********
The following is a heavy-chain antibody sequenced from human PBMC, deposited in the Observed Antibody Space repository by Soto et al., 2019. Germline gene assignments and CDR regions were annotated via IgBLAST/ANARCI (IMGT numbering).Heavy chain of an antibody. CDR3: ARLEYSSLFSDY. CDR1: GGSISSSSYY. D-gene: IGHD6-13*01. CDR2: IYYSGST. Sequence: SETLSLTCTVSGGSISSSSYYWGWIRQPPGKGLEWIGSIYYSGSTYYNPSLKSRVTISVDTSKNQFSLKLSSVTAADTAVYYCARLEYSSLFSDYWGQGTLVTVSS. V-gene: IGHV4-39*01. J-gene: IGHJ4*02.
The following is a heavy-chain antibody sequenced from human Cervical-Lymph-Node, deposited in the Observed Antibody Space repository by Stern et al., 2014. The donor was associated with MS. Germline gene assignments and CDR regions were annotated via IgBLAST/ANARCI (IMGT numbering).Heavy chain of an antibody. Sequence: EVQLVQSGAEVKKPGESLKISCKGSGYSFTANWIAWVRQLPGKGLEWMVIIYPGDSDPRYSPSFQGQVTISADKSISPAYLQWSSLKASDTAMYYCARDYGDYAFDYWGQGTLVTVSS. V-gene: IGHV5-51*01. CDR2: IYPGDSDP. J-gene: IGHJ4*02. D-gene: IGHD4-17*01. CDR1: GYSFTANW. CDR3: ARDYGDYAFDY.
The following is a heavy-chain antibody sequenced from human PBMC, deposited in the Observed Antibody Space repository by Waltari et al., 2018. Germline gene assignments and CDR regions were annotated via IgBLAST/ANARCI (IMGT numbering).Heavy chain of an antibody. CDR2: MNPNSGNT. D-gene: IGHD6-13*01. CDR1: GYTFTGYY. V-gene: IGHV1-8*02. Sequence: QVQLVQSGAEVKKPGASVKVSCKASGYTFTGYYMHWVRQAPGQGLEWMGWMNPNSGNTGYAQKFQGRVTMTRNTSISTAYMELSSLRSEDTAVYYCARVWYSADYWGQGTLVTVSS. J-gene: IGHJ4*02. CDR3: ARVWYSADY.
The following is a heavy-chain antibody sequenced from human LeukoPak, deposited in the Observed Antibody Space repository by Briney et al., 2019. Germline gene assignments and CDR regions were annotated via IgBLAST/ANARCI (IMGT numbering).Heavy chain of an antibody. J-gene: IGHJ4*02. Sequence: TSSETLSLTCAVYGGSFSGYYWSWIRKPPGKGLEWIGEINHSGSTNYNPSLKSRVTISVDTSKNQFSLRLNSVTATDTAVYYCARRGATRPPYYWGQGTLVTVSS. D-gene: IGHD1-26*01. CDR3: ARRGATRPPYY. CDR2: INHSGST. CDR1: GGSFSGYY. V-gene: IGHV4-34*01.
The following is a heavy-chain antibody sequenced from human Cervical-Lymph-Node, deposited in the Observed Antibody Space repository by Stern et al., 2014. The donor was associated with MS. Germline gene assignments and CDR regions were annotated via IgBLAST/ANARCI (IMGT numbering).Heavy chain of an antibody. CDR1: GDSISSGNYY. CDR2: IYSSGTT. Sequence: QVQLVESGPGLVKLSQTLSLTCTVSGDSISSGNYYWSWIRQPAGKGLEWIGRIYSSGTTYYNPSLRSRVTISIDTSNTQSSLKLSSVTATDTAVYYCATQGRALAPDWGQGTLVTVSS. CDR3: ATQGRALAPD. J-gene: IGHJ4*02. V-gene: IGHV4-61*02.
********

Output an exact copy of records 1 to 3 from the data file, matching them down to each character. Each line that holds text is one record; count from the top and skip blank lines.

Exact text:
The following is a heavy-chain antibody sequenced from human PBMC, deposited in the Observed Antibody Space repository by Soto et al., 2019. Germline gene assignments and CDR regions were annotated via IgBLAST/ANARCI (IMGT numbering).Heavy chain of an antibody. CDR3: ARLEYSSLFSDY. CDR1: GGSISSSSYY. D-gene: IGHD6-13*01. CDR2: IYYSGST. Sequence: SETLSLTCTVSGGSISSSSYYWGWIRQPPGKGLEWIGSIYYSGSTYYNPSLKSRVTISVDTSKNQFSLKLSSVTAADTAVYYCARLEYSSLFSDYWGQGTLVTVSS. V-gene: IGHV4-39*01. J-gene: IGHJ4*02.
The following is a heavy-chain antibody sequenced from human Cervical-Lymph-Node, deposited in the Observed Antibody Space repository by Stern et al., 2014. The donor was associated with MS. Germline gene assignments and CDR regions were annotated via IgBLAST/ANARCI (IMGT numbering).Heavy chain of an antibody. Sequence: EVQLVQSGAEVKKPGESLKISCKGSGYSFTANWIAWVRQLPGKGLEWMVIIYPGDSDPRYSPSFQGQVTISADKSISPAYLQWSSLKASDTAMYYCARDYGDYAFDYWGQGTLVTVSS. V-gene: IGHV5-51*01. CDR2: IYPGDSDP. J-gene: IGHJ4*02. D-gene: IGHD4-17*01. CDR1: GYSFTANW. CDR3: ARDYGDYAFDY.
The following is a heavy-chain antibody sequenced from human PBMC, deposited in the Observed Antibody Space repository by Waltari et al., 2018. Germline gene assignments and CDR regions were annotated via IgBLAST/ANARCI (IMGT numbering).Heavy chain of an antibody. CDR2: MNPNSGNT. D-gene: IGHD6-13*01. CDR1: GYTFTGYY. V-gene: IGHV1-8*02. Sequence: QVQLVQSGAEVKKPGASVKVSCKASGYTFTGYYMHWVRQAPGQGLEWMGWMNPNSGNTGYAQKFQGRVTMTRNTSISTAYMELSSLRSEDTAVYYCARVWYSADYWGQGTLVTVSS. J-gene: IGHJ4*02. CDR3: ARVWYSADY.